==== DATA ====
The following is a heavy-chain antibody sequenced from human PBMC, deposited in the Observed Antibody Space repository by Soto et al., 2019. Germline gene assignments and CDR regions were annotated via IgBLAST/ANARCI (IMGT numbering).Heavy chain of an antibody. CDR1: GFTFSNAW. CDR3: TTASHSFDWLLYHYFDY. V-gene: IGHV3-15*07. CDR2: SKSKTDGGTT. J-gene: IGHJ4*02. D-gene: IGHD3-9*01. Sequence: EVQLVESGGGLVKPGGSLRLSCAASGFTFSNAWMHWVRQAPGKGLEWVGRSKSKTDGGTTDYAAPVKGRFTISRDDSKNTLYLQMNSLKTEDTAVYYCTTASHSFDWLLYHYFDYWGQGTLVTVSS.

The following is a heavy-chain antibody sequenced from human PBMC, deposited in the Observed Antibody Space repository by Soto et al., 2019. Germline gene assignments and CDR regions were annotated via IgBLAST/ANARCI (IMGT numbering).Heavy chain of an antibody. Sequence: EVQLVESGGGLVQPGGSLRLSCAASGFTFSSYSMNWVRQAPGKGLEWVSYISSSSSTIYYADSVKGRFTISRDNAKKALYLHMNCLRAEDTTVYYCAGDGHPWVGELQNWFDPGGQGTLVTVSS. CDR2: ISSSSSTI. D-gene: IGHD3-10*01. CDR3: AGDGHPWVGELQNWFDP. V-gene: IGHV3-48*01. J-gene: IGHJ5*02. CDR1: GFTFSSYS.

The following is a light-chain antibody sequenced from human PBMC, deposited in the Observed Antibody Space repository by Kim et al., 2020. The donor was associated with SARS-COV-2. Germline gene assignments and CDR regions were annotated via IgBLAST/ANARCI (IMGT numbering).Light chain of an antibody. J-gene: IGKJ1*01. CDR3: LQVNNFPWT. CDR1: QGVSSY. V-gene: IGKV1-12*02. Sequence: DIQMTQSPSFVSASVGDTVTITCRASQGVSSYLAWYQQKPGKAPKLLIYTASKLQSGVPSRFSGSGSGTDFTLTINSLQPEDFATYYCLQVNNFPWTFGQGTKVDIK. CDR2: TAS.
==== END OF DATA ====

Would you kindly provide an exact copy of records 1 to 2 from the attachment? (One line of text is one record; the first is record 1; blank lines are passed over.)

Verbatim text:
The following is a heavy-chain antibody sequenced from human PBMC, deposited in the Observed Antibody Space repository by Soto et al., 2019. Germline gene assignments and CDR regions were annotated via IgBLAST/ANARCI (IMGT numbering).Heavy chain of an antibody. CDR1: GFTFSNAW. CDR3: TTASHSFDWLLYHYFDY. V-gene: IGHV3-15*07. CDR2: SKSKTDGGTT. J-gene: IGHJ4*02. D-gene: IGHD3-9*01. Sequence: EVQLVESGGGLVKPGGSLRLSCAASGFTFSNAWMHWVRQAPGKGLEWVGRSKSKTDGGTTDYAAPVKGRFTISRDDSKNTLYLQMNSLKTEDTAVYYCTTASHSFDWLLYHYFDYWGQGTLVTVSS.

The following is a heavy-chain antibody sequenced from human PBMC, deposited in the Observed Antibody Space repository by Soto et al., 2019. Germline gene assignments and CDR regions were annotated via IgBLAST/ANARCI (IMGT numbering).Heavy chain of an antibody. Sequence: EVQLVESGGGLVQPGGSLRLSCAASGFTFSSYSMNWVRQAPGKGLEWVSYISSSSSTIYYADSVKGRFTISRDNAKKALYLHMNCLRAEDTTVYYCAGDGHPWVGELQNWFDPGGQGTLVTVSS. CDR2: ISSSSSTI. D-gene: IGHD3-10*01. CDR3: AGDGHPWVGELQNWFDP. V-gene: IGHV3-48*01. J-gene: IGHJ5*02. CDR1: GFTFSSYS.